By BOB PALMER
The idea of swift justice goes back to the very roots of the Tree of Liberty.
Magna Carta asserted that “to no one will we refuse or delay right or justice”.
The Bible and Jewish texts speak of the need for swift justice. Texas has the Speedy Trial Act.
When you are a party to a murder case, though, even a few weeks can seem an eternity, grinding on nerves and emotions.
“I can’t tell you how difficult life has been for my children,” Christiana Stebans said.
Stebans’ ex-husband, Danny Duncan, was shot and killed while on a frog gigging trip with two cousins Memorial Day weekend in 2017.
“They had scheduled a docket for the end of July,” Stebans said. “We were going to Egypt. We got word about the docket call and rescheduled. It is so hard to get the children to understand. The next docket call was Aug. 30. We understand the next one will probably be postponed, too.”
Stebans and her family are not the only ones finding the wait an ordeal.
Sandy Duncan, the man charged with killing Danny Duncan, says the business grinds on him, as well. “I, too, would like to get this over with,” Sandy Duncan, who made bail the day he was arrested, said. “It’s wearing on me and mine.”
Duncan has no doubts about the outcome of a trial.
“I’m 100 percent innocent,” Duncan declared. “I’ve passed multiple polygraph tests. I’ll take a state administered polygraph.”
Marion County District Attorney Angie Smoak explained, however, getting a case to trial is not like a one-hour episode of “NCIS.”
“I can’t tell you how long it will take,” Smoak said. “It depends on forensic evidence, obtaining witnesses, defense attorneys, a lot of factors.” State law also comes into play.
“There is an order of priority by statute,” Smoak explained. “People who are incarcerated go first. I have three people who are charged with murder in my jail. Mr. Duncan is out on bond.”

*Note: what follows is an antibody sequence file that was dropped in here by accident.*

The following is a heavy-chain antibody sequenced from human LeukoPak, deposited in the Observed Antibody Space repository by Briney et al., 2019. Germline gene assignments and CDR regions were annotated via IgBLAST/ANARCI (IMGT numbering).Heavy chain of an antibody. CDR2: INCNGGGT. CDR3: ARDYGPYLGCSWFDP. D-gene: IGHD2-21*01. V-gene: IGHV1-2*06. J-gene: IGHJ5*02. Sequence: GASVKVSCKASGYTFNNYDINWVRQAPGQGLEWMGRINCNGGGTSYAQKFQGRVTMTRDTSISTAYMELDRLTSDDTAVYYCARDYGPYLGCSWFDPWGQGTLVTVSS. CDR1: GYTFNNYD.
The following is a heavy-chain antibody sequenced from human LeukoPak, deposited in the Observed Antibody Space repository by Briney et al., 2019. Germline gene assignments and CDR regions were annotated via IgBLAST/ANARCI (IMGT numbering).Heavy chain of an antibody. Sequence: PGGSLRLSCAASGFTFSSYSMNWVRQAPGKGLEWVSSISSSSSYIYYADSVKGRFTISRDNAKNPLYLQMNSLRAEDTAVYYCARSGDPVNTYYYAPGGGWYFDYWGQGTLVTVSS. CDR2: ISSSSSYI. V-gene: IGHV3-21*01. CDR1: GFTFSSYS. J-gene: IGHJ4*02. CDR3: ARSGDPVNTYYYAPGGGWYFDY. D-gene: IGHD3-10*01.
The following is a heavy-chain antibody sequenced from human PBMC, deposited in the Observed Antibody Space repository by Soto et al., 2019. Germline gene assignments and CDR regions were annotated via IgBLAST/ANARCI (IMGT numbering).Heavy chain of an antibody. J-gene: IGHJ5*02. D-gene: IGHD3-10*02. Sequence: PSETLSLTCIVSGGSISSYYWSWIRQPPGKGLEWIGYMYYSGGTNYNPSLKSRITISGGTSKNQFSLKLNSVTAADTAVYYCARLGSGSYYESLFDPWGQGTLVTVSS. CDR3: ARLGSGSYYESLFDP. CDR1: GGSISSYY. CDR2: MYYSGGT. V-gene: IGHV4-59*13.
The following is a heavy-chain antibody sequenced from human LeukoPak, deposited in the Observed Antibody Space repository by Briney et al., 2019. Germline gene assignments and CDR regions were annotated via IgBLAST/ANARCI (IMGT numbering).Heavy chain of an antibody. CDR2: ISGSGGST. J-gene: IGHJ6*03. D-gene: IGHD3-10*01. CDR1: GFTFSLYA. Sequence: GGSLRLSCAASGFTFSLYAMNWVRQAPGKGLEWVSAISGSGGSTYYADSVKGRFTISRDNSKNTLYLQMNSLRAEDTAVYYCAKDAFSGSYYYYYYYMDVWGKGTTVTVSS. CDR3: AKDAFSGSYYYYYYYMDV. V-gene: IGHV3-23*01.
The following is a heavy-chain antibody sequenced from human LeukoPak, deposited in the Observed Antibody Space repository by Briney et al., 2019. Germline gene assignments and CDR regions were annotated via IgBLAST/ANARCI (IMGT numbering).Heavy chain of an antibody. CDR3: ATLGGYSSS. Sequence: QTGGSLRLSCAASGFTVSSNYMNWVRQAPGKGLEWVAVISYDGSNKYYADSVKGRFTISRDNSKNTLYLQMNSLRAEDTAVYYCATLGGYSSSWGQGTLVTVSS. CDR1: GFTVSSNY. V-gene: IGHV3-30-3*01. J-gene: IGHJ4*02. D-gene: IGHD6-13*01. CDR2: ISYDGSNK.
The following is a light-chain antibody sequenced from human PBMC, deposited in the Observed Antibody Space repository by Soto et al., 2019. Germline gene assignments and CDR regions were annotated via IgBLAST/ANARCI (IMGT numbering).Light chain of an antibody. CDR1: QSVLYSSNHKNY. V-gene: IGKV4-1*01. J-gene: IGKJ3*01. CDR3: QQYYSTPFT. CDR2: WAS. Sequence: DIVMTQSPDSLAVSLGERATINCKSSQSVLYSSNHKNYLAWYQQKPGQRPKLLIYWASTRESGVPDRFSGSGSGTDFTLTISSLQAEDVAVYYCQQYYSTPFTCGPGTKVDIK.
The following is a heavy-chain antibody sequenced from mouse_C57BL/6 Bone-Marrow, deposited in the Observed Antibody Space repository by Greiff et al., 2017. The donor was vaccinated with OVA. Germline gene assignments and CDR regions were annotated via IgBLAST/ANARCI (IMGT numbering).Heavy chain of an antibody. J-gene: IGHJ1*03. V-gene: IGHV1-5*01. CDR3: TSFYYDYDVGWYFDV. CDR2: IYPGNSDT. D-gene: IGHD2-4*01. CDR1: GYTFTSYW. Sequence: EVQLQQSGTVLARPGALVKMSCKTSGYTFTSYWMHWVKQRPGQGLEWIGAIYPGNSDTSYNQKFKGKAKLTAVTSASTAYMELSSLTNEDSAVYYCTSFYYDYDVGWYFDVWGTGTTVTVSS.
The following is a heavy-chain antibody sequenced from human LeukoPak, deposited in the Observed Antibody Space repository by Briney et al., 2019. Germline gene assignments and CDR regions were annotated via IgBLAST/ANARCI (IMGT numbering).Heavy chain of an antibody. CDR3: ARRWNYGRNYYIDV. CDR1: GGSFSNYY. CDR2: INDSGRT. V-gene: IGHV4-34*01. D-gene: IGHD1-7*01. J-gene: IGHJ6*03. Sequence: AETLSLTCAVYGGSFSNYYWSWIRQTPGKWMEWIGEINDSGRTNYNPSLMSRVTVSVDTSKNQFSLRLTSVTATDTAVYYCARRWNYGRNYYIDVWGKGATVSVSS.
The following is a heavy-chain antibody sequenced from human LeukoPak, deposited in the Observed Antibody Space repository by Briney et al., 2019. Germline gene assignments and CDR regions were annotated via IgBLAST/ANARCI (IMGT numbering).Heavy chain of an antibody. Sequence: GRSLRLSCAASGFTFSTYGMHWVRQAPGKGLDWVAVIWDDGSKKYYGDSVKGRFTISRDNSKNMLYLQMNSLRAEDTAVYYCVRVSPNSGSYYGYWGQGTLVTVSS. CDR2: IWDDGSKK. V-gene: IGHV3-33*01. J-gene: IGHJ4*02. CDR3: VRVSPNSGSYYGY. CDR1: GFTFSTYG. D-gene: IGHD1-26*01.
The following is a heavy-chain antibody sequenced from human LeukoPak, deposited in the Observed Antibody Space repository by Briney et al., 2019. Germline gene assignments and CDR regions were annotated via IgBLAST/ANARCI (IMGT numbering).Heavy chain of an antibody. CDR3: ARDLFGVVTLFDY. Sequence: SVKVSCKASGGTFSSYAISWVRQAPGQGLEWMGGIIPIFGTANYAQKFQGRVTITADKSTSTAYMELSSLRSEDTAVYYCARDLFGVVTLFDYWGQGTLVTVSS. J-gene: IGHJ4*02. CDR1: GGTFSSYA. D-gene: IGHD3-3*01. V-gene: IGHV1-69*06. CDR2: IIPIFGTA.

Smoak emphasized, “these are factors not within my control.” In addition to the three murder cases, Smoak must also deal with 72 other criminal cases pending on the trial
All Stebans sees, however, is the man who shot her ex-husband walking the streets.
“I don’t understand any of this,” Stebans said. “He’s still allowed to live his life.”
Stebans, who has taught in Jefferson ISD schools, said she and her family constantly encounter Duncan in their small hometown, Linden. They see each other at church, at the grocery store and their children go to the same school, Linden-Kildare.
“It rips at your heart,” Stebans said. “It’s almost like having this Band-aide. It starts to feel a little bit better and every time you see him, it’s ripped right off.”
The next comment came with a sob. “You see Sandy living with family and Danny is dead,” she said.
Duncan said his attempts to speak with Stebans were futile. He wanted to explain what happened. “It was 100 percent an accident,” Duncan said. “I feel horrible over what happened.”
The three cousins started on their frog gigging trip at 10 p.m. in a 12-foot aluminum johnboat they paddled. “I had shot at a snake,” Duncan related. Danny also “shot at the snake. I went to lay my .357 down. The gun went off. The shot went through my left hand and struck Danny in back.”
It would be five and a half hours before they could get help. The boat tipped over and everyone went into the water. It was 4:30 a.m. “I was able to get Danny up on the
bank and started giving him CPR,” Duncan said.
They were able to call 911 with cell phones, but rescuers could not find them.
“We were on Little Cypress Creek (in Marion County),” Duncan said. “We’re in a swamp. Conditions were pretty bad.” They were eventually able to flag down a helicopter whose crew directed rescuers to the site. Help arrived at 10 a.m.
Marion County Sheriff David McKnight reported earlier this year, “Danny Duncan died due to a single gunshot wound. This incident was first reported as accidental, and circumstances warranted further investigation, which resulted in Sandy Duncan’s indictment by a Marion County Grand Jury.”
Stebans related how her daughter, Caitlan, made posters she put up around Linden calling for “Justice for Danny Duncan.” Stebans believes Duncan ripped down the posters.
“My life and my kids’ lives have been threatened,” Duncan said. “The public needs to know my side of the story.”
Meanwhile, both sides must wait.
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